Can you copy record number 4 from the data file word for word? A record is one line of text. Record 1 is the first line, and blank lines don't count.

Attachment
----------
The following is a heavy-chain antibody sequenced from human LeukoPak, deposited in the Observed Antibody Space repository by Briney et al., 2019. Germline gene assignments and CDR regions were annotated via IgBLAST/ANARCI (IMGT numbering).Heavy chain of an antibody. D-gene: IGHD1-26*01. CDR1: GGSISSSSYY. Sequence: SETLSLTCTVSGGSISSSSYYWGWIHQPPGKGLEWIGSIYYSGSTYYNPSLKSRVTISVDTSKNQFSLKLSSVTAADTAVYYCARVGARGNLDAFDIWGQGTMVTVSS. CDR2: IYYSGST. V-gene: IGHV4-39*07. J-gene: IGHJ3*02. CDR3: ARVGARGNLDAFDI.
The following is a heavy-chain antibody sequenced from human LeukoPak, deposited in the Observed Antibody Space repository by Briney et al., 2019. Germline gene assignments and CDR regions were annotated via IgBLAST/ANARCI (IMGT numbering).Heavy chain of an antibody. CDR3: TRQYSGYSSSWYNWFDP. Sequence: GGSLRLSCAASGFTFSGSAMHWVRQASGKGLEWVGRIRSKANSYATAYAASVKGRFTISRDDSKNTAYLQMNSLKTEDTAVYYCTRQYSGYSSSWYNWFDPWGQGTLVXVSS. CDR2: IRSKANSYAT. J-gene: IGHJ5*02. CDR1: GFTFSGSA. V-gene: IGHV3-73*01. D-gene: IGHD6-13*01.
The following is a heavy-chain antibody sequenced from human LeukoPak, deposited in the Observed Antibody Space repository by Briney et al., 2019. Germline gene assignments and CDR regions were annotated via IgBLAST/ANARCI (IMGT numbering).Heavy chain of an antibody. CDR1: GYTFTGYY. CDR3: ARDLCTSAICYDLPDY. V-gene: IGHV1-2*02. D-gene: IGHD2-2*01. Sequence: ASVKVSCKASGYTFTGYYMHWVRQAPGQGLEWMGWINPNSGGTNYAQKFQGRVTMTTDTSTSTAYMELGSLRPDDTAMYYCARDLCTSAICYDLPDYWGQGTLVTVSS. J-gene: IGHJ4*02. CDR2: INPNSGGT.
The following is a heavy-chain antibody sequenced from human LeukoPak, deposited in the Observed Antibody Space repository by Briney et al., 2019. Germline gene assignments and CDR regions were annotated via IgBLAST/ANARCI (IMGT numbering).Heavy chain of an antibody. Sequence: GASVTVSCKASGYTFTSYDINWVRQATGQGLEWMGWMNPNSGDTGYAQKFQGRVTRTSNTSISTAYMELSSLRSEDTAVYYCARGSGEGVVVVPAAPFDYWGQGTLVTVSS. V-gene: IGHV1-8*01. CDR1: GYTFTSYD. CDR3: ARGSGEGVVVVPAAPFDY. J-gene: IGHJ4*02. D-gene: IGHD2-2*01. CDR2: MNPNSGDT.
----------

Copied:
The following is a heavy-chain antibody sequenced from human LeukoPak, deposited in the Observed Antibody Space repository by Briney et al., 2019. Germline gene assignments and CDR regions were annotated via IgBLAST/ANARCI (IMGT numbering).Heavy chain of an antibody. Sequence: GASVTVSCKASGYTFTSYDINWVRQATGQGLEWMGWMNPNSGDTGYAQKFQGRVTRTSNTSISTAYMELSSLRSEDTAVYYCARGSGEGVVVVPAAPFDYWGQGTLVTVSS. V-gene: IGHV1-8*01. CDR1: GYTFTSYD. CDR3: ARGSGEGVVVVPAAPFDY. J-gene: IGHJ4*02. D-gene: IGHD2-2*01. CDR2: MNPNSGDT.